Battle Lines Drawn in New York State’s Budget Fight Over Bail Bonds, Charter Schools and Other Gov. Hochul’s Priorities
ALBANY — Legislative leaders drew lines in the sand on bail, taxes and housing mandates by setting out their fiscal priorities this week and setting up a budget showdown with Gov. Hochul.
The governor’s fellow Democrats, who hold a large majority in the Legislature, filed budget proposals this week that reject many of the major proposals included in Hochul’s $227 billion executive budget.
Senate Majority Leader Andrea Stewart-Cousins (D-Yonkers) played down the wide gap between lawmakers and the governor Wednesday on issues including charter schools, changes to the state’s bail law and housing with only two weeks left until the state’s final spending plan.
“I think we’ve all looked at the issues and… there are different approaches, but what I always say is that we’re all paddling in the same direction for the most part,” he said.
Differences over bail reform have hampered negotiations in the past. Last year’s budget was delayed by more than a week after Hochul insisted on giving judges more discretion in setting bail in cases involving repeat offenders, weapons and defendants violating protection orders.
This year, the governor again wants to amend the law to remove the “least restrictive” standard meant to ensure the defendant returns to court, arguing that the measure conflicts with other statutes.
Neither camera seems ready to review the issue.
“We want to deal with data,” Stewart-Cousins said. “We all want to fight violent crime. I think we need to keep our eyes on what’s important: keeping New Yorkers safe and not confusing them with false equivalencies and false connections.”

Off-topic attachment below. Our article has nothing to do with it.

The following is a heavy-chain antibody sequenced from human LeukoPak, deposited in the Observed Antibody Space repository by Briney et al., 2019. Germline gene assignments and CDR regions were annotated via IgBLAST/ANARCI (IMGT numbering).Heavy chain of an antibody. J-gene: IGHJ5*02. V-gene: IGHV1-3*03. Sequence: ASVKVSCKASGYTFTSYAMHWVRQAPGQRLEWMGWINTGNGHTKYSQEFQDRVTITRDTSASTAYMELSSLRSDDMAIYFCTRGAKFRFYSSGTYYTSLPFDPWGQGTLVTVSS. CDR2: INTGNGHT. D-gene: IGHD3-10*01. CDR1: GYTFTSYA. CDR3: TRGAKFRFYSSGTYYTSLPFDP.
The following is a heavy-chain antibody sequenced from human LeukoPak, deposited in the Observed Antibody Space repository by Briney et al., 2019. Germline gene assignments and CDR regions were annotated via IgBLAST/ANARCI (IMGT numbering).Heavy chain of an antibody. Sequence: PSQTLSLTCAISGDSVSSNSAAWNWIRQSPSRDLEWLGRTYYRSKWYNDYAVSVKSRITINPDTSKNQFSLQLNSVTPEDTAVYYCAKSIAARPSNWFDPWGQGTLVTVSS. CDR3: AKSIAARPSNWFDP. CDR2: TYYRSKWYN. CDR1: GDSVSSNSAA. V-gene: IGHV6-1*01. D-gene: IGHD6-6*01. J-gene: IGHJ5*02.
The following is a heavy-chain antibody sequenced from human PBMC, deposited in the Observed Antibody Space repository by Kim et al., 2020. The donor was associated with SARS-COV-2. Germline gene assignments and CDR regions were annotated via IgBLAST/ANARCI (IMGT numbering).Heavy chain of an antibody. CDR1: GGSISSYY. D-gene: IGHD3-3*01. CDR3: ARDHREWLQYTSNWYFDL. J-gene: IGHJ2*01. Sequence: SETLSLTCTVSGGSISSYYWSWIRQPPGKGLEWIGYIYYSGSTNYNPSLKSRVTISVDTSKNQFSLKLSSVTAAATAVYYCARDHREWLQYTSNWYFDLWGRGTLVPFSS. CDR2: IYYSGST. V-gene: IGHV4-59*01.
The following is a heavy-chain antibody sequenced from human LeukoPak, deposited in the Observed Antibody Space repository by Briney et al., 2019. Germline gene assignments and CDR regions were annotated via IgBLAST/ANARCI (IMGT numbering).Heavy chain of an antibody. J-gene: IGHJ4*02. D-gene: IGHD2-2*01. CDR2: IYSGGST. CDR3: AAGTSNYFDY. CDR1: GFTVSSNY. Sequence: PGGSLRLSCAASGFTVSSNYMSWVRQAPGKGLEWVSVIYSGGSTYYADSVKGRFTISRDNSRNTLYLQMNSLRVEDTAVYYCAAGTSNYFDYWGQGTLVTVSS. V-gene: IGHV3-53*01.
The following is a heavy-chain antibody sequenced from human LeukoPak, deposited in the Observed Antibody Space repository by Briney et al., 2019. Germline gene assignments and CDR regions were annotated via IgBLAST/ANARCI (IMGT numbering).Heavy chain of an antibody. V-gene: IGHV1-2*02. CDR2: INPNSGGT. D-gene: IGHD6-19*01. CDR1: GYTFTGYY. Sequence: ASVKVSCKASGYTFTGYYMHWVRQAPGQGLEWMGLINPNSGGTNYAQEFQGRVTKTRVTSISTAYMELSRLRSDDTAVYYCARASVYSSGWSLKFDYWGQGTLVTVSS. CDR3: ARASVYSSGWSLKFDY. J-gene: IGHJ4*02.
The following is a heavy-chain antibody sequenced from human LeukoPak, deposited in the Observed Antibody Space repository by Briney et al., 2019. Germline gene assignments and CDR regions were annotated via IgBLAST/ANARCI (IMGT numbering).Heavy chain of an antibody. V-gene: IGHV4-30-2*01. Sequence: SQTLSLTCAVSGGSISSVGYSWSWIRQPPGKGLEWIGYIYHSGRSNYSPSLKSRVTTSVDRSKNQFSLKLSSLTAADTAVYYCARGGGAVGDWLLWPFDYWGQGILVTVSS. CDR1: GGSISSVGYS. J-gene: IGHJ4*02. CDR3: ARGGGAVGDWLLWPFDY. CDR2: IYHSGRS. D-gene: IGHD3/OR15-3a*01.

Republicans, as well as Democratic Mayor Adams, have repeatedly linked bail reforms to rising crime and have pushed for further reductions despite a lack of evidence.
Hochul’s latest call to amend the law again comes on the heels of a closer-than-expected gubernatorial victory over Republican Lee Zeldin, who criticized the governor over the crime during last year’s campaign.
Instead of once again reviewing bail, Stewart-Cousins said investments in mental health, education and violence prevention “will help fight crime.”
“What I want to do is put the focus, put the emphasis, where it belongs,” he added.
Assembly Speaker Carl Heastie (D-Bronx) also indicated that his members have little interest in reviewing bail.
“I have said that this argument has been political all along,” Assembly Speaker Carl Heastie (D-Bronx) told reporters. “You’re not going to put people in jail to get them to give up crime.”
Lawmakers also opposed Hochul’s ambitious plan to spark a new housing boom, calling for more tenant protections and incentives for municipalities to build instead of the governor’s call to strike down local zoning laws if cities don’t comply. with certain objectives.
The governor’s resistance to raising taxes will also likely be a point of contention, as both chambers want the state’s wealthiest residents to contribute more to the state coffers. Lawmakers have also said they want to see an increase in the state’s minimum wage before agreeing to Hochul’s plan to tie future increases to inflation.
The budget negotiations began with tensions already high at the state Capitol after Senate Democrats handed the governor a historic defeat earlier this year when they rejected their nominee to head the state’s judicial system.
However, the governor has indicated that she is ready to follow through with her plans and is willing to play hardball with lawmakers.
“I would like an estimate on time. I’m not planning one that isn’t,” Hochul said Monday. “But I also know that I’m here to do the job of the people of New York State and they expect me not to leave town until the job is done.”
Mayor Adams, whose priorities align closely with those of the governor, said he is hopeful the compromises can be worked out.
“Now it’s about going to the tables, there will be table talks,” he told reporters during an unrelated news conference in Brooklyn. “This is part of the process, where each house will list its priorities. We are looking forward to the next level of this. It’s not done until it’s done.”